But, then again . . . . .

By TrikinDave

The Village.

After yesterday's exertions, I had a day of relative rest; there were pictures I wanted of the village. It started off with a young lady (who is quickly becoming my very good friend) enquiring about infrared photography, so I showed her my IR camera and set up with a quick introduction to the theory. She seemed quite enthralled. We were standing in the doorway to the men's dorm and I noticed that this view up the line of the cottages was interesting and, as I was eyeing up the shot, one of the wardens walked past and also expressed an interest. Having had a practice run, I was able to present my spiel with a little more polish. I did email a copy of the picture to him, as requested but, either he's still out there and without internet access or, there is an error in the address I'm using. There is a third possibility, but I don't think he's like that.

In the extras are one of the restored cottages numbers 5 and 6, the derelict cottage – number 10, the name plate (slate) outside number 4 (the men's dorm) – presumably, Margaret Robertson was a widow who lived here from 1893 until the evacuation in 1930. I'm rather jumping to conclusions here, but I imagine that a widow had a long life expectancy as she avoided the perils of both childbirth and climbing down the cliffs. It was a very hard life.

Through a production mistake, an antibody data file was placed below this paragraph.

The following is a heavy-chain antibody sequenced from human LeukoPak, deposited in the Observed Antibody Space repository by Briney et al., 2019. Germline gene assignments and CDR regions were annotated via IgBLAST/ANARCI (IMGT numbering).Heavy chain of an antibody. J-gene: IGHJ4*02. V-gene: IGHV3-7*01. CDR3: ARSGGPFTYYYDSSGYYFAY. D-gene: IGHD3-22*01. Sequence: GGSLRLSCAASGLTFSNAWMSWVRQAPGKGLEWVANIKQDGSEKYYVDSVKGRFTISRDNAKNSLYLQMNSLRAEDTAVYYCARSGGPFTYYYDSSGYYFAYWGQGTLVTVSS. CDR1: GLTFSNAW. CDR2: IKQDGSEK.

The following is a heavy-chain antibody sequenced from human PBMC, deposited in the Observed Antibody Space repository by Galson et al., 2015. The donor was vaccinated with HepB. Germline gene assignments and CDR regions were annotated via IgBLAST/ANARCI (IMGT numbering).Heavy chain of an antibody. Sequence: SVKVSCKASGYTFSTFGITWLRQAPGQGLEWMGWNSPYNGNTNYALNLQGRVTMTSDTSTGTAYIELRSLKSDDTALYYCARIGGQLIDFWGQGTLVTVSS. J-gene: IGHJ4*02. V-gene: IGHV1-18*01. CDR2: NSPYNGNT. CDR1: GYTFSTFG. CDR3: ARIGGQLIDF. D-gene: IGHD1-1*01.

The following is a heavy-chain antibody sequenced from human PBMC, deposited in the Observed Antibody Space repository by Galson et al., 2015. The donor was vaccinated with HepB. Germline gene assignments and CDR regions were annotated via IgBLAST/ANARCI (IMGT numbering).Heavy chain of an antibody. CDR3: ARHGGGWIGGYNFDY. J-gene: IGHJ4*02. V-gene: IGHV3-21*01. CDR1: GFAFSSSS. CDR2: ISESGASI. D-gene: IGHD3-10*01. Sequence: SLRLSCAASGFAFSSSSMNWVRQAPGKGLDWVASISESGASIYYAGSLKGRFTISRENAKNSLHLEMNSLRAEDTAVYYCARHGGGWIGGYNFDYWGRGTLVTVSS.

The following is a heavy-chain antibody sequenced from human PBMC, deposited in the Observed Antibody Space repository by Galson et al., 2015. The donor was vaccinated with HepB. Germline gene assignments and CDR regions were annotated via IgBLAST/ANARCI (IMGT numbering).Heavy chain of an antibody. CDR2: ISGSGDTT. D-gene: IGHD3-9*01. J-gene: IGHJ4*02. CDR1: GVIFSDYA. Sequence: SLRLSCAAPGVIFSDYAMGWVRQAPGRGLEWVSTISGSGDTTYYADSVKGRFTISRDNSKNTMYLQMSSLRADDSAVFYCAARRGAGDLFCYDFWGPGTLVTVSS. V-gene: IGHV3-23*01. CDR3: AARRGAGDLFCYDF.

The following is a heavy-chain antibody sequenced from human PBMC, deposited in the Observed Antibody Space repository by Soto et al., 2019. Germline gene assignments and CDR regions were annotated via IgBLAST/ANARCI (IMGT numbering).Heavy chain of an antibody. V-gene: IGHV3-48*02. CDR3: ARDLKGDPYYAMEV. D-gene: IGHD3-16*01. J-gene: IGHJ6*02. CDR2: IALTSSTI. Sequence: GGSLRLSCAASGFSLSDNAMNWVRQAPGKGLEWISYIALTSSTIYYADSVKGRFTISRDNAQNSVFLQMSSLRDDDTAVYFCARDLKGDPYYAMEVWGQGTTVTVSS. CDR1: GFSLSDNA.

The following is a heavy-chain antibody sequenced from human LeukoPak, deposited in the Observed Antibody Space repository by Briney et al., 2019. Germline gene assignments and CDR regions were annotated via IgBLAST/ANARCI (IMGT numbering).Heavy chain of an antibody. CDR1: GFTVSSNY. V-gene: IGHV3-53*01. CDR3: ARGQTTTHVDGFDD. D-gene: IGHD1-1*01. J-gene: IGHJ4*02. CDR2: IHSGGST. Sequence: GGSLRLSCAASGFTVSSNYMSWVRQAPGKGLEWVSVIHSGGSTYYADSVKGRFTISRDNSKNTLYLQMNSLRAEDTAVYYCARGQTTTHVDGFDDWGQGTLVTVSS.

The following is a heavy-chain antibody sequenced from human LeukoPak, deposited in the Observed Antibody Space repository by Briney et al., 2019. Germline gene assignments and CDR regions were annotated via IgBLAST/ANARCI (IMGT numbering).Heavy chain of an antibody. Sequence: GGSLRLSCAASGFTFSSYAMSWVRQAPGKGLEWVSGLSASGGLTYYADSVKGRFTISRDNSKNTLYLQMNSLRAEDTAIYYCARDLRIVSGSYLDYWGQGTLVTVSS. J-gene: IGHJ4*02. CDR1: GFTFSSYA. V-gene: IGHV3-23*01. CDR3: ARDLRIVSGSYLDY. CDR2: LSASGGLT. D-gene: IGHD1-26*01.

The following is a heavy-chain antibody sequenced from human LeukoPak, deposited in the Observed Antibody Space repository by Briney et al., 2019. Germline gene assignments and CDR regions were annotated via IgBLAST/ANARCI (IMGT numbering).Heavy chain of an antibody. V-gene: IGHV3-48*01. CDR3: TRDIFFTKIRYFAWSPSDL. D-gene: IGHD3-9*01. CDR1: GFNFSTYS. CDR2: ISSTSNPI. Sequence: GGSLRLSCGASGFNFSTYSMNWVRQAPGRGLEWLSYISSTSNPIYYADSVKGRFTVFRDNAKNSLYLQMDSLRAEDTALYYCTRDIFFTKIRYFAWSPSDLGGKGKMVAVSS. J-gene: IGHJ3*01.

In the evening, when hardier souls were off on a camping trip to the far end of Hirta, I sat down outside the cottages armed with a macro lens and some breadcrumbs watching the mice. Originally, there were two species unique to Hirta: the field mouse and the house mouse. The former is actually a subspecies of wood mouse believed to have been brought here by the Vikings a thousand years ago; it is about twice the weight of its continental cousins (though it seemed much bigger than that) and is omnivorous, feeding off everything from the visitors sandwiches to dead sheep; its only predators are the skuas and, while we were there, an itinerant snowy owl. Those near the cottages are very tame to the extent that, if we kept still, they were likely to run over our feet. I'm quite sure that every cliet on both Hirta and Dun has its own colony of mice.
The house mouse didn't survive the evacuation of the human population by more than a couple years as it was, apparently, lacking the initiative to find a dead sheep.

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